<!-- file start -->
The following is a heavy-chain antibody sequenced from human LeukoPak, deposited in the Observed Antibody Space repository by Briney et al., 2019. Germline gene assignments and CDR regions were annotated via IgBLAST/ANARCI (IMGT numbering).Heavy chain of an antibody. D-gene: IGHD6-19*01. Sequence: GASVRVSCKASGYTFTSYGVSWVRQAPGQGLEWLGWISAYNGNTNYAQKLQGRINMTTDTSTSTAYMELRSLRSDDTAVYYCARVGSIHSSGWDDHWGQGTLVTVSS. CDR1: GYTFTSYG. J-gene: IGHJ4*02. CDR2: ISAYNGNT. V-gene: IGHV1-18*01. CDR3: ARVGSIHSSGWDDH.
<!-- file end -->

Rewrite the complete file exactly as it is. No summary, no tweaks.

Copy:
The following is a heavy-chain antibody sequenced from human LeukoPak, deposited in the Observed Antibody Space repository by Briney et al., 2019. Germline gene assignments and CDR regions were annotated via IgBLAST/ANARCI (IMGT numbering).Heavy chain of an antibody. D-gene: IGHD6-19*01. Sequence: GASVRVSCKASGYTFTSYGVSWVRQAPGQGLEWLGWISAYNGNTNYAQKLQGRINMTTDTSTSTAYMELRSLRSDDTAVYYCARVGSIHSSGWDDHWGQGTLVTVSS. CDR1: GYTFTSYG. J-gene: IGHJ4*02. CDR2: ISAYNGNT. V-gene: IGHV1-18*01. CDR3: ARVGSIHSSGWDDH.